Oct 22, 2013 Joe Genco Uncategorized
The Skaneateles Country Club was full of laughter and gratitude at the Citizen of the Year award dinner on Oct. 17.
Four Skaneateles residents were honored at the biennial event held by the Skaneateles Area Chamber of Commerce Foundation.
This year’s Citizen of the Year honor went to Dr. Bob Werner, who was recognized for his work removing invasive species from Skaneateles Lake as well as other volunteer efforts mainly focusing around the lake and nearby nature.
Werner, a retired SUNY College of Environmental Science and Forestry professor, has volunteered his time with the Skaneateles Lake Association, Finger Lakes Land Trust and the Finger Lakes Regional Watershed Alliance.
In recent years, Werner was one of the key figures in establishing the Skaneateles Milfoil Eradication Corporation, a group funded through donations that removed much of the milfoil and other invasive aquatic species from Skaneateles Lake. Milfoil is an invasive species that threatened the lake’s ecosystem as well as being pesky for swimmers and fishermen.
He is also chair of the Skaneateles Lake monitoring committee a group that gives the lake what he called an “annual physical,” and recently he collected samples of the foam forming in the lake to be tested for toxins.
Executive Director of the Finger Lakes Land Trust Andy Zepp spoke to commend Werner for his efforts at conservation in the Finger Lakes. Werner served on the board of the land trust for six years (their self-imposed term limit) and helped smooth the process with the recent acquisition of a land preserve in Spafford as well as the potential acquisition of land including Grout Brook.
“Bob, based on his scientific training, expertise and passion, has been an advocate, and an effective one, for Skaneateles, but also our entire region, all 11 Finger Lakes,” Zepp said.
Bob DeWitt also spoke to summarize many of Werner’s accomplishments and add in some jokes.
On a serious note, DeWitt commended the four award winners as shining examples of community members dedicated to making a difference. “You see four people here tonight who represent the finest in our town and our community,” he said.
As Werner accepted the award and a painting of the lake, he was surprised by “Milford the milfoil” a costumed visitor who Werner greeted with a hug.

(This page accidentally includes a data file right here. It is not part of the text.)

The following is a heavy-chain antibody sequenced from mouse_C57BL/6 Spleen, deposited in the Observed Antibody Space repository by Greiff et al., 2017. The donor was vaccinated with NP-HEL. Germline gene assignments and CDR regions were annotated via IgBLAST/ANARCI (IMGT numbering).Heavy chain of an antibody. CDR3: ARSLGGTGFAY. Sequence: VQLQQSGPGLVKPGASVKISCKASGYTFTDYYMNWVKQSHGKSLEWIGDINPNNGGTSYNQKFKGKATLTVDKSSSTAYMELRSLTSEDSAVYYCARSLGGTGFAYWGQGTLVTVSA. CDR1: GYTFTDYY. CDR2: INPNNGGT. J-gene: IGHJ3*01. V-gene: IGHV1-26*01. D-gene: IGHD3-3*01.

Werner thanked the Skaneateles Foundation for the award and said that there are a lot of other great volunteer efforts in the community that deserve recognition too.
“We have a lot of wonderful candidates out there that deserve this kind of an award, so I really am happy that they are doing it, it’s a wonderful idea,” he said.
Werner named many of the other volunteers with the Lake Association and milfoil efforts whose contributions have also been important to the success story of Skaneateles Lake as deserving recognition. He also thanked his wife of 55 years, Jo.
New this year, the committee also awarded three residents the “Heart and Soul” award also in recognition of service to the community. The inaugural winners were Julie Sharpe, Robin Hess-Rulli and Marian Marchand.
Sharpe was recognized for her compassion in the community including doing good deeds such as cooking meals and helping to take care of people who are sick or aging.
Hess-Rulli was recognized for providing 400 gift baskets for families in need to local outreach organizations each Christmas for the past 10 years.
Marchand has been an active volunteer for more than 50 years in groups such as the firemen’s auxiliary.
All four winners had boxes put out collecting donations to a charity of their choosing. Werner chose the Skaneateles Lake Association, Sharpe chose the Stella Maris Retreat Center, Hess-Rulli chose Skaneateles Outreach and Marchand chose the Skaneateles Firemen’s Auxillary.
Executive Director Sue Dove announced that the foundation had made a $250 donation to the lake association and $100 each to the other three charities.
Joe Genco is the editor of the Skaneateles Press. He can be reached at email@example.com.